WNSL knew that and was determined to secure the most advantageous contract it could squeeze out of any firm.

Quite reasonably, contractors were attracted by the chance to say 'We built that.' All they wanted was the opportunity to build the stadium, complete it on time and make a bit of money - not necessarily a lot (this is contracting after all) but at least some profit.

The client gets a first-class venue, completed on time and the contractor makes money. Simple, if everything followed best practice procedures.

In arriving at his decision as to whether this was an example of best practice, Mr James is clearly conscious of the sensitivities of the key players and employs diplomatic language, disguising individuals in his report with an asterix. His conclusion? It was not.

The report reads: 'The process by which the tender was offered and the contract negotiated does not follow best practice and the WNSL board may feel it appropriate to accept a strong measure of criticism for their failure to oversee this responsibility correctly.'

He added: 'The failure of WSNL's board to address possible conflicts of interest is apparent from the comments which have been made in several interviews that there was a perception in the construction industry that the process had not been entirely fair.

'The commercial risk of allowing a loss of confidence by the market in the fairness of the process is that it results in a poor response from the market and therefore a less competitive tendering process.'

That explains why there was only one bid.

In his evidence, Mr James says that during the compilation of his report he had come across 'comments made at interviews held by us [suggesting] that, before any formal tender process was launched [*] and possibly others at WNSL had apparently been somewhat 'seduced' by MPX [Multiplex] and the deal which it appeared to be offering.'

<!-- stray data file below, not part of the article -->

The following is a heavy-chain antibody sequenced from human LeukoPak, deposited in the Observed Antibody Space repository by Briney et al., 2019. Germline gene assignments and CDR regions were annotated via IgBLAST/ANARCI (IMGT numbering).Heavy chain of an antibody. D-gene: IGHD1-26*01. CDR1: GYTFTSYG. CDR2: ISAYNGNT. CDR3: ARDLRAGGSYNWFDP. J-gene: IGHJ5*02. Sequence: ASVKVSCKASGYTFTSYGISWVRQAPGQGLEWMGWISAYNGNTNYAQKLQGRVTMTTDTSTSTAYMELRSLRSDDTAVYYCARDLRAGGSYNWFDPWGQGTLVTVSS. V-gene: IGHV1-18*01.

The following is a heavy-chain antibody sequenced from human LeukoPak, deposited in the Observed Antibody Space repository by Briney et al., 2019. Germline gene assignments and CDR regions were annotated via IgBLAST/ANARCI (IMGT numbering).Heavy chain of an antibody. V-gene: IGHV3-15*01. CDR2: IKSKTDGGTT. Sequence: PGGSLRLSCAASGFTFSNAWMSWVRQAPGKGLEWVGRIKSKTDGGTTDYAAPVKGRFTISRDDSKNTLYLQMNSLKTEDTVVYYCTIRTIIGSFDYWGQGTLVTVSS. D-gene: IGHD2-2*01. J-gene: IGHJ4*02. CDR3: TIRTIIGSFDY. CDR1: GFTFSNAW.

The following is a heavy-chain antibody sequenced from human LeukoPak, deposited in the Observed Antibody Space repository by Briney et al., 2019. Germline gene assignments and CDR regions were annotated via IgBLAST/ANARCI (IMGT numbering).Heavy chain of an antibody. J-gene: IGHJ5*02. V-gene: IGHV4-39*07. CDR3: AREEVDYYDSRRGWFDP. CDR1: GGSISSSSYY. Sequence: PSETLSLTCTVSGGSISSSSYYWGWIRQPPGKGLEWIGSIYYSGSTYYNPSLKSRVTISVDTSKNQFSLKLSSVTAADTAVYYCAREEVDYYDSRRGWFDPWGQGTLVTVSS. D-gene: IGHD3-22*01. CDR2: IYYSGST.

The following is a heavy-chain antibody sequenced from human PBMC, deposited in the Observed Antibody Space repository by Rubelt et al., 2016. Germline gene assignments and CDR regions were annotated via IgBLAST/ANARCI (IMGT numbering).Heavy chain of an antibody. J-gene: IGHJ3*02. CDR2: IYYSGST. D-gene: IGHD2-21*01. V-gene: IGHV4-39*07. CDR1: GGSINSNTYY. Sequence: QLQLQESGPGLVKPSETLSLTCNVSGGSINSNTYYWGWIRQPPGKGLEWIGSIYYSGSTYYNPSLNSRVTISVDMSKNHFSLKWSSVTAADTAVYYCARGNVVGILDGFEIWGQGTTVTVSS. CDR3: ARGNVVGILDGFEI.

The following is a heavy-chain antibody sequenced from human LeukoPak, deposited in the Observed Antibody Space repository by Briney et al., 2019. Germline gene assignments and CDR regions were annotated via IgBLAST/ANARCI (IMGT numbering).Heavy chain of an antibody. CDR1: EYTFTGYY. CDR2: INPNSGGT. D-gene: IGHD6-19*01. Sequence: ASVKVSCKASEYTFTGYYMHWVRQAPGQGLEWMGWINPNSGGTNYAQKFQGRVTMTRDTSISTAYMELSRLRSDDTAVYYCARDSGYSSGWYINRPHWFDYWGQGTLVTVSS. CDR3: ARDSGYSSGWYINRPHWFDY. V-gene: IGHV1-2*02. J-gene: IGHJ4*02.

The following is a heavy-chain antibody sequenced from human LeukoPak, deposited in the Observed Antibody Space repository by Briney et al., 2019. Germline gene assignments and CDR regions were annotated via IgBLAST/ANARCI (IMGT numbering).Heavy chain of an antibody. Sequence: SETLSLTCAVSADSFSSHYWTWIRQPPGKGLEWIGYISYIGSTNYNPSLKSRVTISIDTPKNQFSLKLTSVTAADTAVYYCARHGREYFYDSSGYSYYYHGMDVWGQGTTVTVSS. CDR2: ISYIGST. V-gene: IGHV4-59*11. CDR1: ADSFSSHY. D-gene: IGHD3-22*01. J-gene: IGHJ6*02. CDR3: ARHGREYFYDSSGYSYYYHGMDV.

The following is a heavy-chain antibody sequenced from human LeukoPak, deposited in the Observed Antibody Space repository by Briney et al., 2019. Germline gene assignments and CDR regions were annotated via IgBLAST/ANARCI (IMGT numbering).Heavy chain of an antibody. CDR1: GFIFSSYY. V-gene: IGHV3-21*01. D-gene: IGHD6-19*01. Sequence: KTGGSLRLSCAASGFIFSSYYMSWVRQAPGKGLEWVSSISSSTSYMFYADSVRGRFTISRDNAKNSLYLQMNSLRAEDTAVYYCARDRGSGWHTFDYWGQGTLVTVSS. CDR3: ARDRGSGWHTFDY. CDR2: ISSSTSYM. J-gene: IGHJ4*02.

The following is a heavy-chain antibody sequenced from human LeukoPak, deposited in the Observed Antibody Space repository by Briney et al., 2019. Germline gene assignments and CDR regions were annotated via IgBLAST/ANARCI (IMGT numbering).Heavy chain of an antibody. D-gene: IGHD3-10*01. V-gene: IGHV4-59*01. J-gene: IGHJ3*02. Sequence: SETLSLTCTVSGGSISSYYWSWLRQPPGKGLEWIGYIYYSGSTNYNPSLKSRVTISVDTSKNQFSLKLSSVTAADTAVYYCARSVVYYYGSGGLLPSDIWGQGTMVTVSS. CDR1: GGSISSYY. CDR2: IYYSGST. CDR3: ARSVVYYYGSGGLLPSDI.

What Multiplex 'appeared to be offering' was an enviable track record. It had, after all, completed Stadium Australia in Sydney, the centrepiece of the 2000 Olympic Games. Allied to its 'can-do' attitude and the spectre of the Millennium Stadium in Cardiff, where Laing ended up losing at least £40 million, Multiplex was a strong runner.

But where Multiplex appeared to be most attractive to WNSL, the report says, was in what it was able to deliver financially.

Mr James stated: 'The terms which MPX appeared to be offering were significantly more attractive in terms of cost and risk allocation from those which it was believed were available from UK or European contractors.'

He added: 'MPX's proposal was more likely to satisfy the requirements of the banks that were to be asked to fund the project as it appeared to place most of the risk on the contractor.'

So why would Multiplex want a high-profile job such as this, and all the attendant baggage that it carries, and take on a scheme seemingly fraught with the kind of risk others believed had been consigned to the dark ages of contracting?

Well, until then, its presence in this country had been relatively minor. Its only major job had been to carry out work at Stamford Bridge, the home of Chelsea Football Club - chaired by Mr Bates.

So the chance to rebuild Wembley was the chance it had been waiting for. As Mr James put it: '[*] and MPX were intent on winning the project to establish a presence in the European market.'